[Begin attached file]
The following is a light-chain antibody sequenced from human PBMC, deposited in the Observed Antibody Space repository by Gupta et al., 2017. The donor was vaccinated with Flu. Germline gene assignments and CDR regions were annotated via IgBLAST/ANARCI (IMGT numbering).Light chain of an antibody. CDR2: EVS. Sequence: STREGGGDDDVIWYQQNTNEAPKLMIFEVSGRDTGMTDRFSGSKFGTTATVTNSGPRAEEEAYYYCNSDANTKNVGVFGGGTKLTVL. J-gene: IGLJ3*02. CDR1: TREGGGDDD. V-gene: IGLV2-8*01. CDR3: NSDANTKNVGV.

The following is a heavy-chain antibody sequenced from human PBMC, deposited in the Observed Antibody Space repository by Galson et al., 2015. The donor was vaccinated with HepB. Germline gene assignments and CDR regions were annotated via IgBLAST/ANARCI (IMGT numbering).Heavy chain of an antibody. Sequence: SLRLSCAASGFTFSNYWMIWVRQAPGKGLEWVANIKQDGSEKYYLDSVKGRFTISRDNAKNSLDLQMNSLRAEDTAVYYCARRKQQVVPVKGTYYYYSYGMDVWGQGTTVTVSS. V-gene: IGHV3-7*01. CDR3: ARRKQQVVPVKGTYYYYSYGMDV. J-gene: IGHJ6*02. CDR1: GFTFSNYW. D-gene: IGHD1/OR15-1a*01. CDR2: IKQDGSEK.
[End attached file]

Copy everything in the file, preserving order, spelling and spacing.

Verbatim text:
The following is a light-chain antibody sequenced from human PBMC, deposited in the Observed Antibody Space repository by Gupta et al., 2017. The donor was vaccinated with Flu. Germline gene assignments and CDR regions were annotated via IgBLAST/ANARCI (IMGT numbering).Light chain of an antibody. CDR2: EVS. Sequence: STREGGGDDDVIWYQQNTNEAPKLMIFEVSGRDTGMTDRFSGSKFGTTATVTNSGPRAEEEAYYYCNSDANTKNVGVFGGGTKLTVL. J-gene: IGLJ3*02. CDR1: TREGGGDDD. V-gene: IGLV2-8*01. CDR3: NSDANTKNVGV.

The following is a heavy-chain antibody sequenced from human PBMC, deposited in the Observed Antibody Space repository by Galson et al., 2015. The donor was vaccinated with HepB. Germline gene assignments and CDR regions were annotated via IgBLAST/ANARCI (IMGT numbering).Heavy chain of an antibody. Sequence: SLRLSCAASGFTFSNYWMIWVRQAPGKGLEWVANIKQDGSEKYYLDSVKGRFTISRDNAKNSLDLQMNSLRAEDTAVYYCARRKQQVVPVKGTYYYYSYGMDVWGQGTTVTVSS. V-gene: IGHV3-7*01. CDR3: ARRKQQVVPVKGTYYYYSYGMDV. J-gene: IGHJ6*02. CDR1: GFTFSNYW. D-gene: IGHD1/OR15-1a*01. CDR2: IKQDGSEK.